An Introduction to Accounting Equation

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Assets and Liabilities
The financial statements are based on the accounting equation. This equation presents the resources of a company and the claims to those resources. Assets are economic resources that are expected to produce a benefit in the Future Liabilities are outsider claims. They are debts that are payable to outsiders, called creditors. Owners' equity (also called capital or stockholders equity for a corporation) represents the insider claims of a business. The accounting equation shows the relationship among assets, liabilities, and owners' equity. Assets appear on the left side and liabilities and owners' equity on the right. The owners' equity of any business is its assets minus its liabilities. We can write the accounting equation to show that owners' equity is what's left over when we subtract liabilities from assets. Assets - Liabilities = Owners Equity A corporation's equity called stockholders equity has two main subparts: The accounting equation can be written as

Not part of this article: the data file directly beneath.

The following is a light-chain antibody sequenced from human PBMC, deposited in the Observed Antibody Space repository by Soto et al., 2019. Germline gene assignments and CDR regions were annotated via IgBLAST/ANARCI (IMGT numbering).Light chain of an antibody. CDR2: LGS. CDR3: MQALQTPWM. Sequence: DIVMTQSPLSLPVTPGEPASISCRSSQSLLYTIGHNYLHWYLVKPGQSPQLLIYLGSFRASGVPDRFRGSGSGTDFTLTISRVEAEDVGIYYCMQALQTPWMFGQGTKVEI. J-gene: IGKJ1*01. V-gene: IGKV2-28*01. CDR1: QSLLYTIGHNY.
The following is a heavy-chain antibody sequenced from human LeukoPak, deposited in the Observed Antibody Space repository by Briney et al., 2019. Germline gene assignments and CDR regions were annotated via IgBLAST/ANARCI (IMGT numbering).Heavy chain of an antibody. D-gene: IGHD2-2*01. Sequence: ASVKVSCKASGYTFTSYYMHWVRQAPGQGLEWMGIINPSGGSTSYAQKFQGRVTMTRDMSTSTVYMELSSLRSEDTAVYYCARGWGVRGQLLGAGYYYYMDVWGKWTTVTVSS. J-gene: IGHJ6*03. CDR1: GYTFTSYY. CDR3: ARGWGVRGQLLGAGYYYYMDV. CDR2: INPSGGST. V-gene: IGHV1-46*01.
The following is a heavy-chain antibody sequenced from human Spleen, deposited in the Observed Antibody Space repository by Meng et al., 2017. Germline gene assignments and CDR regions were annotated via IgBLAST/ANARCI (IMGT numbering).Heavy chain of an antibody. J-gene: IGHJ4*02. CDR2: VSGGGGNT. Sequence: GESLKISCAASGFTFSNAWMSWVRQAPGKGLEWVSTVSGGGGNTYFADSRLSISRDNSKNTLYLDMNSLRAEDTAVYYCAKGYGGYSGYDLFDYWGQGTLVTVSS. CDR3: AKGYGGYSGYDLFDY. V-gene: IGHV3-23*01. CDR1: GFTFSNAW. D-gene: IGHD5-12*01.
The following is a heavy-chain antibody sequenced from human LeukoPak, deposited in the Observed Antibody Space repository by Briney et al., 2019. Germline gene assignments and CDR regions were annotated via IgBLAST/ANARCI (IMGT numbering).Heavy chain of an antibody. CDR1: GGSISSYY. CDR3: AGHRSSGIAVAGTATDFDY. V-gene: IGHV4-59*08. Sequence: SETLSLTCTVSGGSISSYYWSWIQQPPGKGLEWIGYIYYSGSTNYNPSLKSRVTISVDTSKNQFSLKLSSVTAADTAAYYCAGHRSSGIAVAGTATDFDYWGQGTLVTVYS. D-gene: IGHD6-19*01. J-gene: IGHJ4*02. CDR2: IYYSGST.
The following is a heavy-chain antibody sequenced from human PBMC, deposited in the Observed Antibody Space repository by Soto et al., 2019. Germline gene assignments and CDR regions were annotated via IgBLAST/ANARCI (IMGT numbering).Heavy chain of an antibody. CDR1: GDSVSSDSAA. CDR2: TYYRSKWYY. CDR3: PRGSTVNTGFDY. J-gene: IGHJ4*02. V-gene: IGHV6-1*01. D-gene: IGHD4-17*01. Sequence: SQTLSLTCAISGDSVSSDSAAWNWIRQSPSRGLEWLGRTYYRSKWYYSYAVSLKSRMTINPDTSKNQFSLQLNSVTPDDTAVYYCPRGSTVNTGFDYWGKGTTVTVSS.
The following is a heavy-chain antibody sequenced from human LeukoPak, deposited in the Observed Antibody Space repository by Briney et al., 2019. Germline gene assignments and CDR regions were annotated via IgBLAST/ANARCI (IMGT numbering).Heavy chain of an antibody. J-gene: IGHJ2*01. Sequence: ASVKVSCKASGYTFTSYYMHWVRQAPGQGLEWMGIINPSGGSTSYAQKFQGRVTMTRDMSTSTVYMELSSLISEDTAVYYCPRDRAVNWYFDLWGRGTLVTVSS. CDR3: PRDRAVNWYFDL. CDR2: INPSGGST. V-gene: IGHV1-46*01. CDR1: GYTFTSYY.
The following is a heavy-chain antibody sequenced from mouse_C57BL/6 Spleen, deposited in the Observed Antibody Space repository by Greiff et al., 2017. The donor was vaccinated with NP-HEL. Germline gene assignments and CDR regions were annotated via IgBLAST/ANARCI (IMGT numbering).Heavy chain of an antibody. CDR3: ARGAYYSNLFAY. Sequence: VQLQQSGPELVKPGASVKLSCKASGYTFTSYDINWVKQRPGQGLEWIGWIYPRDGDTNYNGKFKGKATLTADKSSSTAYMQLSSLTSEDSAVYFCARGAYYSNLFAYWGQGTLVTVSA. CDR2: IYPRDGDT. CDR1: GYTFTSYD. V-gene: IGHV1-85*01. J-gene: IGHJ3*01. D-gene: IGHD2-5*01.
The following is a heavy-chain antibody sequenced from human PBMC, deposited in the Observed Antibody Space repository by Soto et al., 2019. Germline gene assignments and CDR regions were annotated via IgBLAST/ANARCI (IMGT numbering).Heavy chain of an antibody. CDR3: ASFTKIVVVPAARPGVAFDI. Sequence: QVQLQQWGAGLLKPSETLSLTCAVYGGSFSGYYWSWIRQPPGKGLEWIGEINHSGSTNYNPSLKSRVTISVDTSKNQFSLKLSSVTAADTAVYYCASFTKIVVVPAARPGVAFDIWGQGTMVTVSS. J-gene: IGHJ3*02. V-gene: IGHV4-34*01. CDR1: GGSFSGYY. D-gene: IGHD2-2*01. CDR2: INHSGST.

Assets = Liabilities + Stockholders Equity Assets = Liabilities + Paid-in Capital + Retained Earnings Paid-in capital is the amount the stockholders have invested in the corporation. The basic component of paid-in capital is common stock, which the corporation issues to the stockholders as evidence of their ownership. All corporations have common stock. Retained earnings are the amount earned by income-producing activities and kept for use in the business. Three major types of transactions affect retained earnings: revenues, expenses, and dividends. Revenues are inflows of resources that increase retained earnings by delivering goods or services to customers. Expenses are resource outflows that decrease retained earnings due to operations. Expenses represent the costs of doing business; they are the opposite of revenues. Expenses include cost...
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